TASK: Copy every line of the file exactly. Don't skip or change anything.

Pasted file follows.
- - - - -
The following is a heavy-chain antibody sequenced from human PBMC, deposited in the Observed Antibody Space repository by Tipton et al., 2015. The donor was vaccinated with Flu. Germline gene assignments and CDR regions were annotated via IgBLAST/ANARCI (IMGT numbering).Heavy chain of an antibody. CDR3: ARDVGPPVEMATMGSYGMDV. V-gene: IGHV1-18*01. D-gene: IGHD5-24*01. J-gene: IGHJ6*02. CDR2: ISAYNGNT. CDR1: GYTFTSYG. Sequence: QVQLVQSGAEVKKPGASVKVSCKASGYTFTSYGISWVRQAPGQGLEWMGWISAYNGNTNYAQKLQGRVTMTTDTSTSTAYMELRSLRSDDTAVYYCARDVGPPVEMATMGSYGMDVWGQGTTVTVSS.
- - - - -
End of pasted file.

The following is a heavy-chain antibody sequenced from human PBMC, deposited in the Observed Antibody Space repository by Tipton et al., 2015. The donor was vaccinated with Flu. Germline gene assignments and CDR regions were annotated via IgBLAST/ANARCI (IMGT numbering).Heavy chain of an antibody. CDR3: ARDVGPPVEMATMGSYGMDV. V-gene: IGHV1-18*01. D-gene: IGHD5-24*01. J-gene: IGHJ6*02. CDR2: ISAYNGNT. CDR1: GYTFTSYG. Sequence: QVQLVQSGAEVKKPGASVKVSCKASGYTFTSYGISWVRQAPGQGLEWMGWISAYNGNTNYAQKLQGRVTMTTDTSTSTAYMELRSLRSDDTAVYYCARDVGPPVEMATMGSYGMDVWGQGTTVTVSS.